Inace,  Basjuni je pokretac  Internacionalnog suda u Hagu. Na glasanju u Ujedinjenim nacijama za njega kao  prvog predsjednika, 7 zemalja je glasalo Za , ukljucujuci i Ameriku, 7 Protiv, i jedna zemlja je bila uzdrzana. Prakticno su ga Britanci sprijecili da postane prvi predsjednik uz obrazlozenje da kao musliman moze da bude pristrasan  kad su u pitanju zrtve Bosnjaci muslimani, pa su umjesto njega izabrali sudiju iz Johanseburga, Jevreja, na svu srecu  odlicnog Ricarda Goldstajna.

 

Potom smo mama, tata, Drago i ja jula 1995 godine dosli u Cikago da tu zivimoi i susretali smo dr Basjunija u raznim prilikama.

Sjecam se jednog susreta u Bosansko amerckom kulturnom centu u Nortbruku kada je na nekoj proslavi rekao da u vrijeme kad je on  dosao u Ckago nije bilo nijedne dzamije pa su se vjernici skupljali po kucama, a potom je izgradjena prva dzamija na tlu Amerike  u Nortbruku, upravo ova bosanska, koju po originalnosti arhitekture nazivaju ‘ljepoticom ne prolazne ljepote’.

Zima u Cikagu sa snijegom i vjetrom koji probija do kostiju,  22 februar je 2011. Sanja i ja ipak odlucujemo da iz postovanja prema dr Basjuniju odemo na njegovo predavanje o Egiptu nakon arapskog proljeca, iako smo prehladjene, Sanja cak  sa groznicom. Jer niko ne  zna bolje od njega situaciju u njegovoj rodnoj zemlji koja ne silazi sa prvih stranica novina i TV rpograma sirom svijeta.

Susrecemo se u garazi, on srdacan i veseo, prijatan kao i uvijek, sa crvenim vunenim salom koji dominira na njegovom crnom kasmirskom kaputu, zahvaljuje  sto smo dosle, kaze: ‘mislio sam da nikoga nece biti zbog mecave’, kad ono, sala prepuna, ljudi se dizu na noge, docekuju ga gromkim aplauzom, i tako do kasno u  noc, pljuste pitanja, njegovi odgovori

2014 izlasla je Basjuniova knjiga ‘ Egipt u tranziciji’, prevedena na mnoge svjetske jezike, ne znam da li i na bosanski.

Dr. Basjuoni je umro  nedavno, nakon teske bolesti. Zelio je da bude sahranjen sa svojim Bosancima na Memorijalnom groblju u Skokiju, gdje je i mezar nase majke Sefike.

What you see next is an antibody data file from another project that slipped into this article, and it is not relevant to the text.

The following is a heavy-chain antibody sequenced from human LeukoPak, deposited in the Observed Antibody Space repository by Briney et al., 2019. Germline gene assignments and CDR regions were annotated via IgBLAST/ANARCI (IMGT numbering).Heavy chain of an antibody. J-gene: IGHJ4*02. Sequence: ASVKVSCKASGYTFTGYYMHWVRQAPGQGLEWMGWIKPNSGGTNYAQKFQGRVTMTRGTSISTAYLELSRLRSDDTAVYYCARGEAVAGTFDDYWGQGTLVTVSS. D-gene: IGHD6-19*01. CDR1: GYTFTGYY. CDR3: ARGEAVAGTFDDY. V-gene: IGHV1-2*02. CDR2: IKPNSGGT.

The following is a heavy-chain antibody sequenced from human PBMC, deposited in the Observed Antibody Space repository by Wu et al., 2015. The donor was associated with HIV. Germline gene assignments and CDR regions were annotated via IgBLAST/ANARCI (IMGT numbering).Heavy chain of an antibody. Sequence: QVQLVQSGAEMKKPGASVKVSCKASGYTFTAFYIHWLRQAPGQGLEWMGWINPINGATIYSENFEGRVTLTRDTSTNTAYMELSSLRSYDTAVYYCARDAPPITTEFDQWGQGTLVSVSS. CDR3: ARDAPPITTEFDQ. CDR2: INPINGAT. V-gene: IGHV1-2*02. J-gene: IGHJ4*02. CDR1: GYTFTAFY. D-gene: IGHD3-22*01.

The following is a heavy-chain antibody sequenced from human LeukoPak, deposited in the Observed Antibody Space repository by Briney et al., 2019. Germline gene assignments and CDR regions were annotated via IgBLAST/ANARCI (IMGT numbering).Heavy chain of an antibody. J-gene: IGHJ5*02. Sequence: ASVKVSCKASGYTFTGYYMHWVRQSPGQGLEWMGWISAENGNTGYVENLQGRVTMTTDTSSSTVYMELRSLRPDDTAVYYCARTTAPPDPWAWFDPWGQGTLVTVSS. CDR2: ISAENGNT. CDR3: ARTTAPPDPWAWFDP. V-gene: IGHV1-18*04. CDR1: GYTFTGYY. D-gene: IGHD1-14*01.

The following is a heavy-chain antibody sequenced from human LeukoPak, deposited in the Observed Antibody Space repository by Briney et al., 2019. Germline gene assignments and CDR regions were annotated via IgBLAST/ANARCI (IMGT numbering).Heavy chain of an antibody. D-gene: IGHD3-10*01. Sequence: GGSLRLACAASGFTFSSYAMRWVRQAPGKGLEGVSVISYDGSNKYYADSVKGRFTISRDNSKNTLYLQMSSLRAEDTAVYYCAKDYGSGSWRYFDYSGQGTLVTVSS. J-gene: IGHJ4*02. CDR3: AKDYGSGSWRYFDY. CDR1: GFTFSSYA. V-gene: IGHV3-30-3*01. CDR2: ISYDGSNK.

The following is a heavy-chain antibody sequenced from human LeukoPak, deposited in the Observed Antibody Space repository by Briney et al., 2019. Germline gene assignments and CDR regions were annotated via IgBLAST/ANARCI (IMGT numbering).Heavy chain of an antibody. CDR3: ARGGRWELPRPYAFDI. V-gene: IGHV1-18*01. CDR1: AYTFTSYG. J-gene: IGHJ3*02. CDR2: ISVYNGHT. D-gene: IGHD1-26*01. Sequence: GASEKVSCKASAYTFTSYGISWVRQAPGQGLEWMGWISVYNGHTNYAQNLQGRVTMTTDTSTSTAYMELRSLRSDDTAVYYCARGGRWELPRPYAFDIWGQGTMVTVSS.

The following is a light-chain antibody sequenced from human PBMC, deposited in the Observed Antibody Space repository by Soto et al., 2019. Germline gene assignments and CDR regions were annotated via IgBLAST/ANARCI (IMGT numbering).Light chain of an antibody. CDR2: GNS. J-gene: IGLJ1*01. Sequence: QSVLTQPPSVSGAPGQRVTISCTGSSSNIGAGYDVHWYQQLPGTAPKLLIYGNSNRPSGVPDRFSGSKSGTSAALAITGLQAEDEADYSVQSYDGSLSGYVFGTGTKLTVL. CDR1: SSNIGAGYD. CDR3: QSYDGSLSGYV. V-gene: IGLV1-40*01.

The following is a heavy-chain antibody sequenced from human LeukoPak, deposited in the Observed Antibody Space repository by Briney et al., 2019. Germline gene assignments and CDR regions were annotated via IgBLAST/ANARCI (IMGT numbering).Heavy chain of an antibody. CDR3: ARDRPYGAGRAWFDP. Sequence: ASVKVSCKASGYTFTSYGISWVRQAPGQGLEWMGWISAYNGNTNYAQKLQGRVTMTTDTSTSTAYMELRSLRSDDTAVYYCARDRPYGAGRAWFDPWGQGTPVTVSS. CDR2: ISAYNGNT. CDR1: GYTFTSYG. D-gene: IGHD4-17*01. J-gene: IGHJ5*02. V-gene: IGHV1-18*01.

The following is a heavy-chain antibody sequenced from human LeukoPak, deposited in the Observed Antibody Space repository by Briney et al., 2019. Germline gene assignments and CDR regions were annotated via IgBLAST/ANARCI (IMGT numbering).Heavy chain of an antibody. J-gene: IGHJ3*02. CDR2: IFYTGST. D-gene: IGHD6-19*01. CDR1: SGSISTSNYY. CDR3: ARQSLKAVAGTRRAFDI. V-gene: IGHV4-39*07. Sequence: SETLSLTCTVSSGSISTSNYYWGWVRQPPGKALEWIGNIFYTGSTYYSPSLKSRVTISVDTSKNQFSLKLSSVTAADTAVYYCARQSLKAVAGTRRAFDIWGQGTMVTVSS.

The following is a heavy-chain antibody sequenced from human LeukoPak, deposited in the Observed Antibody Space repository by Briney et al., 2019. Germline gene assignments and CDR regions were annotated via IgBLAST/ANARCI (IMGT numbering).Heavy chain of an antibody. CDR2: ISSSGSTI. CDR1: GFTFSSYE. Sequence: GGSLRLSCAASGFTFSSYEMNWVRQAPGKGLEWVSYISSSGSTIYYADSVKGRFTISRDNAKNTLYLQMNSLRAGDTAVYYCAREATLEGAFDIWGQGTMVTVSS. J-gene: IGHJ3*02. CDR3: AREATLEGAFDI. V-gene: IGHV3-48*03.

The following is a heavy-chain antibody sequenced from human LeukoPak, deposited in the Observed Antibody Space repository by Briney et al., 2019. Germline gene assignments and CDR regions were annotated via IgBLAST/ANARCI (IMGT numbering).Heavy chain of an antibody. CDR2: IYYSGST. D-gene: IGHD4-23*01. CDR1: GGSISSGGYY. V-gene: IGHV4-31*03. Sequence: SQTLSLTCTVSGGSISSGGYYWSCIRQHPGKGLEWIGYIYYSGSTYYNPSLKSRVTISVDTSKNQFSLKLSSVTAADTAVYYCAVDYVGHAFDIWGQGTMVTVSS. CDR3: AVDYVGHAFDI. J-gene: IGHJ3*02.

Egypt in Transition, The Third Republic, bY M. CHERIF BASSIOUNI M. Cherif Bassiouni is Emeritus Distinguished Research Professor of Law at DePaul University and the President Emeritus of the International Human Rights Law Institute. On January 25, 2011, the Egyptian people took to the streets and in 18 days were able to bring down the 30-year corrupt dictatorial regime of Hosni Mubarak, using entirely peaceful means. That revolution set the Arab Republic of Egypt on a hopeful path to democracy. After Mubarak resigned, the Supreme Council of the Armed Forces (SCAF) became the custodian of the transition. In June of 2012, in Egypt’s first free and fair election, Muslim Brotherhood candidate Mohammed Morsi was elected President. Slightly more than 50 percent of registered voters actually voted, and those voters gave Morsi a majority of just less than 52 percent. Having won by this slim margin, Morsi was sworn in as President on June 30, 2012, and thus the Second Republic came to be.1 The Second Republic Five months later, Morsi declared his decisions beyond judicial review, and thus his authority unchallengeable. In December, 2012, he pushed a pro-Islamist constitution through a popular referendum; it passed but with less than 30 percent of the popular vote. There was no constitutional way to recall, impeach, or remove Morsi. The path to democracy was taking a turn towards theocratic autocracy. The serving People’s Assembly (Majliss al-Sha‘ab) had been elected under a law later declared unconstitutional. Over 60 percent of the members of the new parliament were Muslim Brotherhood (MB) and Salafists. To many both in and outside of Egypt who view the values of secular democracy and Islam as overlapping, such values were at risk of being compromised by an Egyptian theocracy ruled by the MB. The MB’s democratic rise to power, however, had to be respected. Regrettably, the Second Republic was short-lived. Insofar as there was no way for popular democracy to change the theocratic course of events, Morsi’s resignation. They along with other opposition groups planned protests demanding the president’s resignation, a revocation of the 2012 Constitution, and a temporary return to the 1971 Constitution until a new constitution could be drafted, and new parliamentary and presidential elections held. Thirteen million people took to the streets calling for Morsi’s ouster. Had a constitution been in place, an impeachment process would have been possible. The controversial new 2012 Constitution provided for such a process in its Article 156, but this could only be pursued before the People’s Assembly, which had not yet been elected. Consequently, there was no constitutional process in place through which impeachment could have been pursued. Between July 2 and 3, 2013, the army intervened in support of the popular demand that Morsi be deposed and took Morsi into custody, selecting a new temporary president who was immediately sworn in. The majority of the Egyptian people supported what the military did. U.S. Secretary of State John Kerry responded on August 2, 2013, from Islamabad, Pakistan, stating that the military had restored Egypt to the path of democracy. Relying on formal legality, the MB disagreed vehemently, holding that this was a military coup without legitimacy.2 The MB initiated a wave of civil resistance, but also engaged in violence and disruption of public order. A number of violent incidents occurred; no one knows exactly how many persons were killed and injured. Both sides accuse each other of initiating the violence, and there is no doubt that an impartial and fair investigation is needed.3 Excessive force appears to have been used by the security forces and the military. The human consequences were appalling.